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STORIES - When No One Knows What's Happening
NYA's Story - PART 2

I came back to Ghana in August 1997 and the doctors put me on five milligrams of steroids a week. I also started physiotherapy, but would get very tired after the exercises, so the doctor asked me to stop.  

As is traditional in this part of the world, when you are unwell, everybody brings ideas and suggestions. Someone introduced me to a group of faith healers and I started seeing them daily. They put me on a diet of rice, unripe plantains and peanuts. By Easter, I could walk unaided, but found the faith healers a little weird and stopped seeing them. This meant I went back to what I was eating before (which is significant as you’ll see later). I was still a bit wobbly when I stopped seeing them, but I was on my feet. I was able to start working, first as a hotel receptionist and then in my chosen occupation, editing and proofreading for my husband’s newspaper, The Accra Daily Mail. 

In 2001, my eyes suddenly started clouding over. It felt like a shadow was creeping across them. Over a two-week period, my vision had become blurred and I could see some form but no detail. I went to see an ophthalmologist and after a couple of tests he gave me, guess what? STEROIDS. I protested vehemently because of my past experience with coming off steroids and immediately relapsing. But the doctor, who had a remarkably poor bedside manner, asked me to choose between blindness and steroids. Of course I chose steroids and went through the cycle of bloating, bad stomach and all the other side effects of the drug. After a while, my eyesight improved but my feet started dragging as soon as the doctor started tapering off the drug. I decided to come off the steroids and hopefully recover my strength naturally over time. Later I went back to the ophthalmologist and he told me off for coming off the prednisolone unsupervised but put me on Naprosin, which is non-steroidal.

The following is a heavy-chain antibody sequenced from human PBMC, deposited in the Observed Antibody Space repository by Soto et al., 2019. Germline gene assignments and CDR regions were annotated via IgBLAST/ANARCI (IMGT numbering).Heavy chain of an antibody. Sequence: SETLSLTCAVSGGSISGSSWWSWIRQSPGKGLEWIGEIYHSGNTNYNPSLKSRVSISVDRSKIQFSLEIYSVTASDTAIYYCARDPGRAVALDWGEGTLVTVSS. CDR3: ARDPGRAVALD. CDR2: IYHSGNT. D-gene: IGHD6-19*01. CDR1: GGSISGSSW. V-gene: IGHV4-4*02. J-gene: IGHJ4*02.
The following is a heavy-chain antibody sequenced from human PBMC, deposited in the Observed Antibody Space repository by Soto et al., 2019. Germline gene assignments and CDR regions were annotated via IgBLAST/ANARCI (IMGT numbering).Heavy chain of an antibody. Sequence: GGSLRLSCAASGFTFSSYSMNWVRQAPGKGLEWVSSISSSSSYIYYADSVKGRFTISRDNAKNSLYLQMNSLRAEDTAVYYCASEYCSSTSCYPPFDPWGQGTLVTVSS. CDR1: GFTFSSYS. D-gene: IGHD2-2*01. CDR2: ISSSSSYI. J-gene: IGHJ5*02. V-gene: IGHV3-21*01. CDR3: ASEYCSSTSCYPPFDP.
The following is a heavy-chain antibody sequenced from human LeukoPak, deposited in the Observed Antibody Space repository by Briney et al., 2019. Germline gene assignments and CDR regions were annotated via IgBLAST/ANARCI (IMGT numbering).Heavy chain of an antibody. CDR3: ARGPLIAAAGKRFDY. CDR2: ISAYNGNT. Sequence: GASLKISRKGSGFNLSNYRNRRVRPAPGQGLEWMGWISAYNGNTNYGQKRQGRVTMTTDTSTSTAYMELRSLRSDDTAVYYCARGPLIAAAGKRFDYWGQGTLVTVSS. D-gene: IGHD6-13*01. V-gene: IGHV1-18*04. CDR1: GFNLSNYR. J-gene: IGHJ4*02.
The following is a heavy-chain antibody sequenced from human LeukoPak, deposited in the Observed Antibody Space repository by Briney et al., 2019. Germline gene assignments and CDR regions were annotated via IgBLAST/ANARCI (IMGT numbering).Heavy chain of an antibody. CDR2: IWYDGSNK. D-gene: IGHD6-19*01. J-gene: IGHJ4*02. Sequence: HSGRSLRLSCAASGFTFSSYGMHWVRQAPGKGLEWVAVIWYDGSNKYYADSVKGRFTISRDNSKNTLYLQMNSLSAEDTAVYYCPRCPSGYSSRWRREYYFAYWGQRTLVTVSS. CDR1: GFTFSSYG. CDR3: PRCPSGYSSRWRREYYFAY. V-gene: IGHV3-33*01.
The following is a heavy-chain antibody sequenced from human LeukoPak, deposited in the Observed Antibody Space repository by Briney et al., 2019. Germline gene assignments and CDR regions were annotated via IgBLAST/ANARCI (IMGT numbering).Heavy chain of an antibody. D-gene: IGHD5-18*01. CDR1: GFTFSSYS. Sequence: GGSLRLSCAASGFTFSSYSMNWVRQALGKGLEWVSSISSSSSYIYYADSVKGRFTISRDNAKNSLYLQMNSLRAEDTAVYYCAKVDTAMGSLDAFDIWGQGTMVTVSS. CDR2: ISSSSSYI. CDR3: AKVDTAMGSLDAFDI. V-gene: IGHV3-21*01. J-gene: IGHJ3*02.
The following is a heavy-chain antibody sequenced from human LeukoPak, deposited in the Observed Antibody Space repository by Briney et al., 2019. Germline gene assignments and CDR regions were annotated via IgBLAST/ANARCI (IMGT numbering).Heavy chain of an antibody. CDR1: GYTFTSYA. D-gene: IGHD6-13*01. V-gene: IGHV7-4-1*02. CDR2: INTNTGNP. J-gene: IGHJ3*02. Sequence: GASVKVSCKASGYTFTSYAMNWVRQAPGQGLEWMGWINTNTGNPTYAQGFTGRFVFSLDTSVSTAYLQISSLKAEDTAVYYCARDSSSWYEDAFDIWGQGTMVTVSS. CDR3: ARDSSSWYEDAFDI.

In April 2003, I had a massive seizure and had to be rushed to the hospital. I was put in the intensive care unit and within a day was back to “normal” and walking again. I was still resisting steroids and this doctor, who didn’t have my medical history, gave me a new cocktail of drugs and discharged me within a week. It was my mistake; I should have gone back to the doctor who knew me and had my notes, but it was an emergency... Everything gradually started going downhill but I thought I could handle the symptoms by doing nothing. 

By June I was back in bed, unable to use my left side. All I could do was transfer from the bed to a commode, and before long, even that was not possible. My family had to get an ambulance to rush me back to the hospital on a stretcher one morning.  

There was little improvement until October 2003 when a new neurologist was called in. He told me I had Multiple Sclerosis and explained the treatment options to me. He said steroids were the only drugs that would improve my vision and that he would put me on another drug, Azathioprine when he started tailing off the steroids, to prevent another relapse.  

There is no doubt about it, steroids are miracle drugs. They immediately make you feel stronger because they sort out the inflammation, but it is the side effects that I am against. In any case, I took the neurologist’s treatment option and slowly things started to look up. He also asked me to start passive physiotherapy.  
In December 2003, I took my first steps with an aid and could go back home after three months in hospital. 
I am still faithfully seeing this neurologist. 


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